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More Homeless Deaths caused by Overdoses than AIDS

The rate of deaths caused by drug overdose has tripled and reflects a rise overall in abuse of painkillers

The rate of deaths caused by drug overdose has tripled and reflects a rise overall in abuse of painkillers

January 16, 2013 – Overdosing on drugs, in particular heroin and prescription painkillers, has passed AIDS as the leading cause of homeless adult deaths in the U.S., according to a recent study of Boston’s homeless that was released Monday.

The recently completed study was for five years and followed homeless adults who had received treatment from one of Boston’s homeless programs. However, its conclusions, which are quite broad, apply to homeless that live in many of the different urban centers in the U.S., said the author of the study as well as homeless advocates.

The rate of deaths caused by drug overdose has tripled and reflects a rise overall in abuse of painkillers, said the lead author Dr. Travis Baggett of the study. Baggett said the trend is happening around the entire country as well as in homeless populations.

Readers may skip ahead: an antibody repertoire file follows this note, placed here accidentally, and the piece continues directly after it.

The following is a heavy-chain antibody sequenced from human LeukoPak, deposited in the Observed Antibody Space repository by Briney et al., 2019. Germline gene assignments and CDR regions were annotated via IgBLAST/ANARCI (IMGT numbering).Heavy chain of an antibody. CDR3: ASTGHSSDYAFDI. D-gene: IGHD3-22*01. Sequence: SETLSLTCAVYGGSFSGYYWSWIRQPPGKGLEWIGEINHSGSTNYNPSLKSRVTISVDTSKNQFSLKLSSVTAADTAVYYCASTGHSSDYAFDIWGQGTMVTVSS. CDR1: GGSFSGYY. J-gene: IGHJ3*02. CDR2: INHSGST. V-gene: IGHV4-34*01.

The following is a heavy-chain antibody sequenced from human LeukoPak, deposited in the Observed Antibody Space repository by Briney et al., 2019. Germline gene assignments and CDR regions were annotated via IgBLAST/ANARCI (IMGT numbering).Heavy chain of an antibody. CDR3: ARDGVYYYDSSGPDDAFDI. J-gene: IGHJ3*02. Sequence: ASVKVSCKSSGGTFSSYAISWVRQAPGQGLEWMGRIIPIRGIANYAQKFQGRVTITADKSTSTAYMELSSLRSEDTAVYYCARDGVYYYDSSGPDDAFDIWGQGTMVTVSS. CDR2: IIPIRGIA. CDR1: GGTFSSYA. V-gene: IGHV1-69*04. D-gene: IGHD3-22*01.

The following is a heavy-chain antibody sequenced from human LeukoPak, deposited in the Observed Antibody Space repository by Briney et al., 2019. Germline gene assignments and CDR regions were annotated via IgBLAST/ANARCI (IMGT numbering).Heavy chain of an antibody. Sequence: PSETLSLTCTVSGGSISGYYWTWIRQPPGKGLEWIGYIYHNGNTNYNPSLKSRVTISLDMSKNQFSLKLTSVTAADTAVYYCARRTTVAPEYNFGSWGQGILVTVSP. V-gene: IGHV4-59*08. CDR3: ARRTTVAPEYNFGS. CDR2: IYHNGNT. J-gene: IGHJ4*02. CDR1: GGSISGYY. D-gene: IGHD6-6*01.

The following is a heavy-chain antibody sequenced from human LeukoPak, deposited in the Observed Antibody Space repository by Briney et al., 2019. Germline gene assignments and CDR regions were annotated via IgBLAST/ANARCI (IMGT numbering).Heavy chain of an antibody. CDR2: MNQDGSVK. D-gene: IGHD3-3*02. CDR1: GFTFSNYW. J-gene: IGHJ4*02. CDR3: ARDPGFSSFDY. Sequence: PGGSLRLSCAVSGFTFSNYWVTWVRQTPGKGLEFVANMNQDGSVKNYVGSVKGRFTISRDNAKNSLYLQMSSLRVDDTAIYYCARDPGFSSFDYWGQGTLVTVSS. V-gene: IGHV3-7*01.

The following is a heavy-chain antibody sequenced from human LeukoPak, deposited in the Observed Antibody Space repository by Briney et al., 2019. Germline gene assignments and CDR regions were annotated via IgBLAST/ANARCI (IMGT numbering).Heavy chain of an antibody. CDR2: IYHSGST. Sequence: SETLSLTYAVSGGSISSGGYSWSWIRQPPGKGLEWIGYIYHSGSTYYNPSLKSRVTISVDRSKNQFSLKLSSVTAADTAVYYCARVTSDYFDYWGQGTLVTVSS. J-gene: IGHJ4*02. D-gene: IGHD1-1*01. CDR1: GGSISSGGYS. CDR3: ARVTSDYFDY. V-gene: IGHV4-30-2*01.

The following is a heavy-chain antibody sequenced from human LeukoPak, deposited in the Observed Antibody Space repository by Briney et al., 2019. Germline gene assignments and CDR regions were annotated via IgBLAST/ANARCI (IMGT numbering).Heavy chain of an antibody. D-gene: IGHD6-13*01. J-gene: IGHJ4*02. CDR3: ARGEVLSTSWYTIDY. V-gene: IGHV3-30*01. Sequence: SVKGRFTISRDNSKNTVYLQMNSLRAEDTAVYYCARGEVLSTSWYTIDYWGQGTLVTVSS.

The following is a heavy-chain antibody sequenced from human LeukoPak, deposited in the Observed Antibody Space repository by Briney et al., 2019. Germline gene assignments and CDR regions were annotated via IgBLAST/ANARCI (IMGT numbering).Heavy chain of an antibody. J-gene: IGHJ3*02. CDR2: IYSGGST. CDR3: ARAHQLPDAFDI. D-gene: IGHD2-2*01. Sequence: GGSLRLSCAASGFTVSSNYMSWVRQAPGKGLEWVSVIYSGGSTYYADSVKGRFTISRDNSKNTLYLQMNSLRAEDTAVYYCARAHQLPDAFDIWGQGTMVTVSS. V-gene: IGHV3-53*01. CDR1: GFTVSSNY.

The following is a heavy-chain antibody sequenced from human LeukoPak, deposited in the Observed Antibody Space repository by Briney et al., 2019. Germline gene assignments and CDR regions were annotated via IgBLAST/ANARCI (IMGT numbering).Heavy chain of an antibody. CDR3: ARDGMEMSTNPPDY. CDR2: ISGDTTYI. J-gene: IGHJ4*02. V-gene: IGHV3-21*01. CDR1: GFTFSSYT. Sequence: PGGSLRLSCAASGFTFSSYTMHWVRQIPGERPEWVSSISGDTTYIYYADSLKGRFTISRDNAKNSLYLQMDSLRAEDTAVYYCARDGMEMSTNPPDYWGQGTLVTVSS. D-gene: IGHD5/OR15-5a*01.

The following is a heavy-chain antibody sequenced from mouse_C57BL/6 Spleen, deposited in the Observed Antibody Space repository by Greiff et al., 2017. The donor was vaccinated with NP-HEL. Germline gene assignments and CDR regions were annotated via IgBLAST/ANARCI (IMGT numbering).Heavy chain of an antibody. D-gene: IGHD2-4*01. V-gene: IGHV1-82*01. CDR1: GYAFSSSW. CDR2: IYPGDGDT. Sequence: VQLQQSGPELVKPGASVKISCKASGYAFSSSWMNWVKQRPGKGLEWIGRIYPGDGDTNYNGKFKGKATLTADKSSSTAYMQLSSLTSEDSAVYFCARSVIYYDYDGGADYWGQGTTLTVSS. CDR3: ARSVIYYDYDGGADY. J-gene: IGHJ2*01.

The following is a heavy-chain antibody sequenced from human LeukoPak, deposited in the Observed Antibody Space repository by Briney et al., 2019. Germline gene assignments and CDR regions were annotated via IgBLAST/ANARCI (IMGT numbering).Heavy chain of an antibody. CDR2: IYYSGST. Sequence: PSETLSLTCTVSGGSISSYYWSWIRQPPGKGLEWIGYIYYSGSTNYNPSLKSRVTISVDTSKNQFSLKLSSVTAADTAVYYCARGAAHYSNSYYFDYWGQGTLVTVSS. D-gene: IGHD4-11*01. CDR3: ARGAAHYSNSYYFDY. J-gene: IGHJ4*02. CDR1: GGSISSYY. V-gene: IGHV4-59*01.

The study tracked over 28,000 adults who were homeless from 2003 to 2008 and found that of the ones that died, 17% of the deaths were due to overdoses of drugs, while only 6% were related to the HIV.

The results were a reversal of a study that took place over 15 years previously that found that only 6% of all deaths were drug overdoses and 18% were due to HIV in the homeless.

Following drug overdoses, the next leading cause of death amongst the homeless was cancer, while the third highest was heart disease. People who are homeless are significantly more apt to die in any given year than are their peers in the general population. Those homeless aged between 25 and 44 are nine times more apt and those between 45 and 64 are over four times more apt to die, according to the study.

The decline in deaths due to AIDS reflected the overall decline that has been seen in infection rates along with the improvement seen in the care and services of patients since the previous study 15 year ago. That study took place during the height of the AIDS epidemic in the U.S.

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